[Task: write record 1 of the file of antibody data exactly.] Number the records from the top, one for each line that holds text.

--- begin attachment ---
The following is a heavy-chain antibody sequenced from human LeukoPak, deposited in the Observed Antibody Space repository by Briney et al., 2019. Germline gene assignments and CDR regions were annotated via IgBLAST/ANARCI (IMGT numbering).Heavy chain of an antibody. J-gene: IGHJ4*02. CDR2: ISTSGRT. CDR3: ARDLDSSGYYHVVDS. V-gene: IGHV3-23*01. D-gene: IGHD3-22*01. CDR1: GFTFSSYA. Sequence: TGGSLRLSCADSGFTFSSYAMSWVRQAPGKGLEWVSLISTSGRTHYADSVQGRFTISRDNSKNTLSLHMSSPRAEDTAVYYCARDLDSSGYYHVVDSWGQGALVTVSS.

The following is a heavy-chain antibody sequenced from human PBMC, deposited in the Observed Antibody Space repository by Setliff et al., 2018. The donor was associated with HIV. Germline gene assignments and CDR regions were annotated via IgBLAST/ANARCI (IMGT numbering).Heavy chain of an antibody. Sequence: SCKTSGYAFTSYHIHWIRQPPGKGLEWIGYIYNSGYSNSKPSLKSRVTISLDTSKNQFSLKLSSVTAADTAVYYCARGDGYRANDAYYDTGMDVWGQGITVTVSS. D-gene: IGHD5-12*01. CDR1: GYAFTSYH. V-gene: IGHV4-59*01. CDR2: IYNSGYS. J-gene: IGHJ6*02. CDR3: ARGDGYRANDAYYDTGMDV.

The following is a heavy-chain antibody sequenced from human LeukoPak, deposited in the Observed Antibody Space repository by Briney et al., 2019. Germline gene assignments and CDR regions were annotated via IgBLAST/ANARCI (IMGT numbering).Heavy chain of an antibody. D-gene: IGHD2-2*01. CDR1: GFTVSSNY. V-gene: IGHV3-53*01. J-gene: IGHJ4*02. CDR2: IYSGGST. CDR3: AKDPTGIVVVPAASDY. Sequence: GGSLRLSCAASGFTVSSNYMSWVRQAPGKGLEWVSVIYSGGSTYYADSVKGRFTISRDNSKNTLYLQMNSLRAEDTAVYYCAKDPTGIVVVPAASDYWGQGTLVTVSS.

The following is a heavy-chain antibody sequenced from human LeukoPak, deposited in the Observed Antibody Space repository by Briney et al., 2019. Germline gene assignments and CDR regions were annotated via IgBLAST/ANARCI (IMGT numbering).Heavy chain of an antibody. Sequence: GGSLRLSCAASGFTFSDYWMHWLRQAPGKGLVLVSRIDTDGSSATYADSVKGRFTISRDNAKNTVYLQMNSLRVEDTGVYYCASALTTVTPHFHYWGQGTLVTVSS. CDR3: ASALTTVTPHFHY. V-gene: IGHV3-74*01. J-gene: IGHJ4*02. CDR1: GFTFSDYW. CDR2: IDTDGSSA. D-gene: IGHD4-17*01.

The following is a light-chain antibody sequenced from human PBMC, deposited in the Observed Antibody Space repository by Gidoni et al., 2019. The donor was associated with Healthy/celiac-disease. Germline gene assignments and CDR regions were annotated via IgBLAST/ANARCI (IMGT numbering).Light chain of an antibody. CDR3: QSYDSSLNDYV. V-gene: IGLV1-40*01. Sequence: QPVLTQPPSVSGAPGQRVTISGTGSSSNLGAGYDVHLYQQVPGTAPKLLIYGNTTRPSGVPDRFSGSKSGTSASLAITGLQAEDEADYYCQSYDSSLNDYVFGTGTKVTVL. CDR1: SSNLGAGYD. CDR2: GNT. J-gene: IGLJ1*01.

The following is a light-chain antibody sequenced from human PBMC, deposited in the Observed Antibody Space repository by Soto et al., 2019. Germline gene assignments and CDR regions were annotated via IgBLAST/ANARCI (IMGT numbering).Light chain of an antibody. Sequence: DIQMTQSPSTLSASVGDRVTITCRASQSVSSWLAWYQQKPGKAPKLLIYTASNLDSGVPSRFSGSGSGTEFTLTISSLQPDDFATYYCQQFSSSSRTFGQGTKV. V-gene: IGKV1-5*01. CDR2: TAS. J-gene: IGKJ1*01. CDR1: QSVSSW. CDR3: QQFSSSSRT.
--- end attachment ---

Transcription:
The following is a heavy-chain antibody sequenced from human LeukoPak, deposited in the Observed Antibody Space repository by Briney et al., 2019. Germline gene assignments and CDR regions were annotated via IgBLAST/ANARCI (IMGT numbering).Heavy chain of an antibody. J-gene: IGHJ4*02. CDR2: ISTSGRT. CDR3: ARDLDSSGYYHVVDS. V-gene: IGHV3-23*01. D-gene: IGHD3-22*01. CDR1: GFTFSSYA. Sequence: TGGSLRLSCADSGFTFSSYAMSWVRQAPGKGLEWVSLISTSGRTHYADSVQGRFTISRDNSKNTLSLHMSSPRAEDTAVYYCARDLDSSGYYHVVDSWGQGALVTVSS.